Jairus Byrd had a living-room seat next to greatness. His father, Gill, was a two-time Pro Bowler that intercepted 42 passes in 11 seasons with the San Diego Chargers. Jairus went to the games with his family and watched his dad dominate pick by pick.
Only thing is, Jairus and his brother hated it.
“It was like our day was interrupted,” Byrd said. “We had to stop playing. We had to get dressed and go to the games with my mom. We just hated it.”
Well, maybe the genes were enough then. Because Jairus Byrd is on the fast track to replicating his father’s banner career. At Oregon, Byrd’s mitts were always on the ball. He intercepted 17 passes and broke up 54 more in three seasons. No, the Bills didn’t need a defensive back. Not at all. With bigger fish to fry at left tackle, Buffalo surprisingly snared Byrd at the 42nd overall pick. Kind of like buying a flashy new grill when the faucet’s broken (although Langston Walker sure is one mammoth plumber).
Byrd’s nose for the ball is why. The best-kept secret in Buffalo was the improvement of the defense last year. Through the team’s General Motors-sized collapse last season, Perry Fewell’s unit quietly leapfrogged from 31st to 14th in the league. The front four wasn’t bullied and the back four wasn’t stumbling into each other.
Still, the ‘D’ lacked bite. Nobody had more than four sacks and nobody had more than three picks. First-round pick Aaron Maybin should fix the former. And Jairus Byrd should fix the latter. Byrd stutters and pauses trying to explain how he’s able to be in the right place at the right time all the time. Baseball, maybe? Maybe dinging the ball so much as a kid helped his hand-eye coordination, he ponders. Hmm, who knows?
“When the ball’s in the air, I can’t even put it in words, but it’s something that came easy to me,” Byrd said. “Some people struggle with it, but catching the ball is just really natural for me.”
Byrd never expected the Bills to take him. The cornerback visited a flurry of teams on day trips before the draft. New England, New Orleans, Philadelphia, Tennessee — those were the favorites. Not Buffalo.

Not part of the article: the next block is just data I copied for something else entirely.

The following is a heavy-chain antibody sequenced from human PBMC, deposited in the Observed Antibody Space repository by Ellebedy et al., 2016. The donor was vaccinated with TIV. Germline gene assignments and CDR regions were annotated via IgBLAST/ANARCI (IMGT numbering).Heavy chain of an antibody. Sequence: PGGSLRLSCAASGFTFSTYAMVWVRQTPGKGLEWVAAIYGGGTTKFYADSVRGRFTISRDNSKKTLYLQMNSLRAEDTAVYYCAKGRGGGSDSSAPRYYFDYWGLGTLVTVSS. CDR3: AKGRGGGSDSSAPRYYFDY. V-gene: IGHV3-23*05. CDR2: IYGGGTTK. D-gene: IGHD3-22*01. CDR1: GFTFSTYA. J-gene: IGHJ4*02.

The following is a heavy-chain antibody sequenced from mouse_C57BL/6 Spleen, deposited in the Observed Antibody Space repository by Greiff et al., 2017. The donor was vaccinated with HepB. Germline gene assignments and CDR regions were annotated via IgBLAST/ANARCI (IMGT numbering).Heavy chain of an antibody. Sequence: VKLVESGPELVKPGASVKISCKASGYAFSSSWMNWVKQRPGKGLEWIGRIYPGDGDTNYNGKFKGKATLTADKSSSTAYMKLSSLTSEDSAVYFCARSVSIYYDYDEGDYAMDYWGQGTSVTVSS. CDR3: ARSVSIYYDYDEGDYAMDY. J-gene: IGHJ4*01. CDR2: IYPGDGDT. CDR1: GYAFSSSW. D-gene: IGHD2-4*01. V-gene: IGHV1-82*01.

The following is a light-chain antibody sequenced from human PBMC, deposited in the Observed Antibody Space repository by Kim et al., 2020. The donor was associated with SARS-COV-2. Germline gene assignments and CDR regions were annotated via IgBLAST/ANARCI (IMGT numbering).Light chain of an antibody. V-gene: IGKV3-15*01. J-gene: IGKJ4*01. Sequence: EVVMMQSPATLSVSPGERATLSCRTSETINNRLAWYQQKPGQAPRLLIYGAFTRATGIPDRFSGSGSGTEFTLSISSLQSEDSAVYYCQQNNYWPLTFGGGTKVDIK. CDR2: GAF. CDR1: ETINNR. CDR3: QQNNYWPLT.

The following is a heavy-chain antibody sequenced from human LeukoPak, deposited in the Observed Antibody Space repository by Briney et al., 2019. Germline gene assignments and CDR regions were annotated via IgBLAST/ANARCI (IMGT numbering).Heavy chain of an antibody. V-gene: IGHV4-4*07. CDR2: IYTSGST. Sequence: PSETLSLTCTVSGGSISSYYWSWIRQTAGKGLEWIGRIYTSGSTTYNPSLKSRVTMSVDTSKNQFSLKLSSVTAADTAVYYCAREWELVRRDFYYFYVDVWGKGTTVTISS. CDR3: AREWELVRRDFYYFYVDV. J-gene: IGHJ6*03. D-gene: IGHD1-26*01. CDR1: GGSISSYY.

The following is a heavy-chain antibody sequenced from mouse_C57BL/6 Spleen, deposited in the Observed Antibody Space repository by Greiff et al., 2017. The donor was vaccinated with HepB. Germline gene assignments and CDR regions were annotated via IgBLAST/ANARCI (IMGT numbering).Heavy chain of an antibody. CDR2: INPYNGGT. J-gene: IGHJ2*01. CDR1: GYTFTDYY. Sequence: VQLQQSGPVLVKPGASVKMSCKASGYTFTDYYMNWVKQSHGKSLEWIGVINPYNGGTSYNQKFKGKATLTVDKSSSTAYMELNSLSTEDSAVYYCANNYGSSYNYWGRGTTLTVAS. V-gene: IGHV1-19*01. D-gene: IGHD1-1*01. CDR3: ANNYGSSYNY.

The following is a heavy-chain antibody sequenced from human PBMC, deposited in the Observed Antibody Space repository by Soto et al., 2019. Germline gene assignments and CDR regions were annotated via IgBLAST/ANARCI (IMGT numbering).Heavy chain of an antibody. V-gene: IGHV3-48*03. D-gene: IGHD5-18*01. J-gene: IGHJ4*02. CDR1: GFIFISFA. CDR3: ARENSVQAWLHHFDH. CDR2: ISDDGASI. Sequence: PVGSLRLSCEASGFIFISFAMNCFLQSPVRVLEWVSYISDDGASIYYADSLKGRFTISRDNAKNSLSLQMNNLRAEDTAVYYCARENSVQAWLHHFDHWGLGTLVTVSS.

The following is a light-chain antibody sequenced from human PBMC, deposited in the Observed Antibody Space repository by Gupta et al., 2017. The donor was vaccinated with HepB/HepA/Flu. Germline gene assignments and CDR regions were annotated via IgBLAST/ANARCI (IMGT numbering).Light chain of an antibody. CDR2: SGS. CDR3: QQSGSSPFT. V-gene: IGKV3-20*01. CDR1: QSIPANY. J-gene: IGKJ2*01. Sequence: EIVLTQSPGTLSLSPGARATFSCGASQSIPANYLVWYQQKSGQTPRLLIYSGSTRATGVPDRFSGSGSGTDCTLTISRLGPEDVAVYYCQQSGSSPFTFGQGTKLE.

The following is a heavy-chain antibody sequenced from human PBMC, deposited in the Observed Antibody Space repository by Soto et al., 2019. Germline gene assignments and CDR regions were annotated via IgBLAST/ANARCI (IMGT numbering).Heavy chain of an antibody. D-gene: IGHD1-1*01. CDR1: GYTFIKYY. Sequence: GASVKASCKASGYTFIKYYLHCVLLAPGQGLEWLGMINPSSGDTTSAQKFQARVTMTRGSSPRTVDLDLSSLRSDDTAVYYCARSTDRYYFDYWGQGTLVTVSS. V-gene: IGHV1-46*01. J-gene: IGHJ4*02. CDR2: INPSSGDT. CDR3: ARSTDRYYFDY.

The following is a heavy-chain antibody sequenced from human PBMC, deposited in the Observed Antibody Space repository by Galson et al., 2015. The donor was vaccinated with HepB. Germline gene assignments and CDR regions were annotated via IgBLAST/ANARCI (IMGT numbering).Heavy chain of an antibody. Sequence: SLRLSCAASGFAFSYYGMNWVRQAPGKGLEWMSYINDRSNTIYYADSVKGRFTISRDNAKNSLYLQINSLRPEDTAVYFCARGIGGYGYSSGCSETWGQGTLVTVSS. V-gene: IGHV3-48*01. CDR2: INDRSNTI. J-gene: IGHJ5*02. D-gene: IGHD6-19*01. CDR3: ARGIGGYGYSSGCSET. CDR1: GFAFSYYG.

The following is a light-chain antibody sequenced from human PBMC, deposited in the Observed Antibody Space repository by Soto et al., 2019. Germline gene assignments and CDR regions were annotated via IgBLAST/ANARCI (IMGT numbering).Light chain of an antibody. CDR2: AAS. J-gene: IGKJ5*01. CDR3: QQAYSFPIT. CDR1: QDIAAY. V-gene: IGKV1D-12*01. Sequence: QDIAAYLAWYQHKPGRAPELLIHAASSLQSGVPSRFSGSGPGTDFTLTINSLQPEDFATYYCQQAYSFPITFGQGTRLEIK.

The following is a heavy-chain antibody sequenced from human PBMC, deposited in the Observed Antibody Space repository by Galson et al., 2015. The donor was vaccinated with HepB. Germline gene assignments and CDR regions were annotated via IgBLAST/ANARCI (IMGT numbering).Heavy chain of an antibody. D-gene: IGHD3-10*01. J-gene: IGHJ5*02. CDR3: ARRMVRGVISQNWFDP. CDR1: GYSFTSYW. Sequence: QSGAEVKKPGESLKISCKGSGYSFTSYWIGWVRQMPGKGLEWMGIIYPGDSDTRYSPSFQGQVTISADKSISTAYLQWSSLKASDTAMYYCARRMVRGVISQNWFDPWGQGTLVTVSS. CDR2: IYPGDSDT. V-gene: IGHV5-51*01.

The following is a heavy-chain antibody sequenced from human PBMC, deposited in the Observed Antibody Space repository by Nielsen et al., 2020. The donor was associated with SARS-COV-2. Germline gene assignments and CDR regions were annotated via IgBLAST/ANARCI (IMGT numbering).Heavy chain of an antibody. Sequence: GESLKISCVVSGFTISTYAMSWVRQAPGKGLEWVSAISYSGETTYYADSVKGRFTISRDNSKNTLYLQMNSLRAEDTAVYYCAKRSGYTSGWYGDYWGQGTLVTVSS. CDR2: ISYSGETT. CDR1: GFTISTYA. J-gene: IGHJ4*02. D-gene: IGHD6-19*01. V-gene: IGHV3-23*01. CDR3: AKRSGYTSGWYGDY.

The only contact Byrd had with the Bills was a brief meet-and-greet at the NFL Combine. The fact that they took him with major needs at offensive tackle and outside linebacker is satisfying, he agrees.
“They weren’t one of the teams that was on my radar,” Byrd said. “But for them to come and know they liked what they saw and come take me is a great feeling.”
Byrd’s bridge to Buffalo was Fewell, who served as the St. Louis Rams’ secondary coach when Gill Byrd was the Rams’ secondary assistant from 2003-05. Fewell checked out Byrd’s high school games and talked to him often off the field.“When he was with the Rams, I’d go over there and hang out,” Byrd said. “But at the same time, Coach Fewell is just a great guy. He always said 'Hi' and asked how I was doing.”
It never crossed Byrd’s mind that he could possibly play in Fewell’s defense some day. But come late July, he’ll battle Ko Simpson for a starting safety spot. Byrd missed Buffalo’s OTAs due to Oregon’s quarter system, but he shouldn’t be too far behind.
He's not overly fast. Byrd is a cerebral player first and foremost. That was always dad’s biggest advice — study up, be prepared. Since being drafted, Byrd has kept up on Buffalo’s defensive installations, page by page.
“When you get to this level, it’s understood that everyone has physical talent,” Byrd said. “That’s not the problem. The challenge now is understanding the game. That’s what he’s told me. It’s more of a mental thing now.”
After Simpson’s so-so season, and um, off-field drama, Byrd should compete from day one. Fewell is green-lighting Byrd to do what he does best. Fly around. At Oregon, Byrd had surges of big plays at cornerback. Now at safety — lurking in more real estate — he should do even more. Precisely what Buffalo's solid, yet stale, defense needs.
“Coming in,” Byrd said, “they just want me to be a ballhawk and do what I do... Pretty much, it’s understood that once you go in there, everyone is competing. It doesn’t matter if you’ve been there 10 years or one year. Everything is a competition.”
Maybe Byrd didn’t like going to all those Chargers games as a kid, maybe he wasn’t exactly taking notes in the stands. But something clearly passed down to him from Gill.
That’s one explanation for those Velcro hands, anyways. Genes.
“We were blessed generationally and it passed down to me,” Byrd said. “I’m going to take full advantage of this opportunity.”
Tyler Dunne is the Publisher of BuffaloFootballReport.com and also writes for the Buffalo News, Olean Times Herald and Packer Report. Contact him at firstname.lastname@example.org.
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